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Oxfam Ambassador Anquan Boldin and other experts help Congress answer this question.
The House Subcommittee on Africa, Global Health, Global Human Rights, and International Organizations attempted to answer this question last week.
To what extent is the resource curse, or the “paradox of plenty,” occurring across the African continent? Countries and regions with an abundance of natural resources, specifically non-renewable resources like minerals and fuels, tend to have less economic growth and worse development outcomes.
Oxfam Ambassador Anquan Boldin was among the four witnesses to offer their views to Congress on how countries’ discovery of oil, minerals and other natural resources can exacerbate poor governance and corruption, thereby denying the economic benefits of mining across populations. He was joined in the hearing by Mohammed Amin Adam, Executive Director of the Africa Centre for Energy Policy in Ghana, Tutu Alicante Leon, Executive Director of Equatorial Guinea Justice, and Corinna Gilfillan, Director of Global Witness in the US.
Their responses to the question, “Is there an African resource curse?” are taken below from their testimonies. (Watch a video of the witness responses to questions from the committee below. You can see an archive video of the entire hearing here.)
“Sadly, the community of Sabodala [in eastern Senegal, which Boldin visited earlier this year] and many others like it throughout West Africa, has been directly and severely impacted by large scale gold-mining operationsin their backyards. Just a few years ago the people of Sabodala farmed their land and rarely worried about whether they would have enough food to feed their families… All that changed a few years ago. When the land they farmed was sold out from under them to a large mining company the community, which had been farming the same land for generations, suddenly had nothing.
“Meanwhile, the community that lost its land sees little benefit from the enormous mine in what was once their backyard. No percentage of the revenue from the mine, which is bigger than several football stadiums and brings in untold revenues, ever makes its way back to the community. The mining company did leave the community with one gift though. Because the mining company also took ownership of the community’s water source, they built a brand new well in the middle of the community. They now have access to water whenever the company decides to turn on the water (which is rare), and assuming they’ve paid their monthly bill to the mining company. This is the definition of a raw deal. “ Read more of Anquan Boldin’s testimony here.
“The negotiations that led to the rapid allocation of oil blocks and swift oil production in Equatorial Guinea [in 1994] were all carried out in secret. The contracts that crystalized those negotiations were signed covertly and remained, to this day, undisclosed to the people of Equatorial Guinea. This secrecy extends to all institutions of the state, Parliament, relevant government agencies, and state-controlled media. Essentially, the people of Equatorial Guinea, and those ostensibly elected to represent them, are systematically stripped of the chance to know about, opine, or even defend their economic, political, or environmental rights and/or interests. How could such an oppressive regime—now the oldest in Africa—stay in power? The answer is oil money.” Read more of Tutu Alicante Leon’s testimony here.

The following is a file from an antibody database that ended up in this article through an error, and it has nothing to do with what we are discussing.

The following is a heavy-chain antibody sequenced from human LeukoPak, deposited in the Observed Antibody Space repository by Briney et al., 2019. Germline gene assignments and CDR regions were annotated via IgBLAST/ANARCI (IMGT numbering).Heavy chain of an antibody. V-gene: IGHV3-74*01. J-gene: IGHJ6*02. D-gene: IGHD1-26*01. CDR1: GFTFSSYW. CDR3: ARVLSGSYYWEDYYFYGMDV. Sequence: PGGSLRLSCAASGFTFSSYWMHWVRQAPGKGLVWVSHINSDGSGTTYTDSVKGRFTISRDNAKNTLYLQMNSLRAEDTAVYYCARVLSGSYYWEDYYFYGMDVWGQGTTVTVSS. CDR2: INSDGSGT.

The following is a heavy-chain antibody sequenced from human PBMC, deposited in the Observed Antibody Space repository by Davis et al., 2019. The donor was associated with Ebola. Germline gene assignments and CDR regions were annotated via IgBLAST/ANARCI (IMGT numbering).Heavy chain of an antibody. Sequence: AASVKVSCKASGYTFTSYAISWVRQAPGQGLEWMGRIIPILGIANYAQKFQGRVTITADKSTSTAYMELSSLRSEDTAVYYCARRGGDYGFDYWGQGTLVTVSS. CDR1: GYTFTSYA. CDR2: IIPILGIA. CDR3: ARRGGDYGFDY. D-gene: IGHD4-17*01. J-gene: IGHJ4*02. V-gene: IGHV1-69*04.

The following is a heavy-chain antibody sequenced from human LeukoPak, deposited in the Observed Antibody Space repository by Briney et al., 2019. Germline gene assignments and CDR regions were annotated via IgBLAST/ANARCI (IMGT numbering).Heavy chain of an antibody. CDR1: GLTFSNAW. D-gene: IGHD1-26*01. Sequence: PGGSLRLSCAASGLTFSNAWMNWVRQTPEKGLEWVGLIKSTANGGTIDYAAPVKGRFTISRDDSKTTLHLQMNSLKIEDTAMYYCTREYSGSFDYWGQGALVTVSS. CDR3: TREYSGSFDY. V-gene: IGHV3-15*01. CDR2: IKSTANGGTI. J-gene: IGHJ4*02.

“At the height of the global financial and economic crises in 2007, Ghana discovered oil and gas. To date, 23 oil discoveries have been made in Ghana, giving the country an exploratory success rate of about 78%, one of the highest in the world…In spite of these developments, the cost of mining to [Ghana] has been too high – destruction of the environment, human rights abuses, displacement of communities and low compensations to affected communities…illegal mining has brought untold stories about the further devastation of communities, land and water bodies.” Read more of Mohammed Amin Adam’s testimony here.
“In 2010, the value of exports of oil and minerals from Africa was worth $333 billion, about six times the value of exported agricultural products ($55 billion) and nearly seven times the value of international aid ($48 billion). Such resource wealth has the potential to lift many of the world’s poorest out of…yet due to weak governance and corruption, natural resource revenues don’t always reach government accounts and are looted by the very politicians entrusted with developing their country’s economy. In fact, we have seen that resource exploitation entrenches and exacerbates poor governance, lack of accountability and corruption and contributes to stagnating economies while undermining development.”
“The encouraging news is that we are entering a new era of transparency that has the real potential to bring greater accountability in the management of natural resource revenues. The passage of mandatory reporting requirements for extractive industry transparency in the U.S. and Europe and the development of other transparency initiatives are helping to lift the veil of secrecy around the extractives sector. The U.S. government, African governments, civil society and extractive companies have an important role to play in reversing the trend so that natural resource revenues are harnessed for development and poverty alleviation.” Read more of Corinna Gilfillan’s testimony here, including her recommendations on five ways the US government can provide leadership to tackle the resource curse.
You can support communities’ right to decide about oil, gas, and mining development, and right to know about its impacts, by following the Right to Know, Right to Decide page on Facebook.
Click here to learn more about Oxfam America’s work on the oil, gas, and mining industries around the world.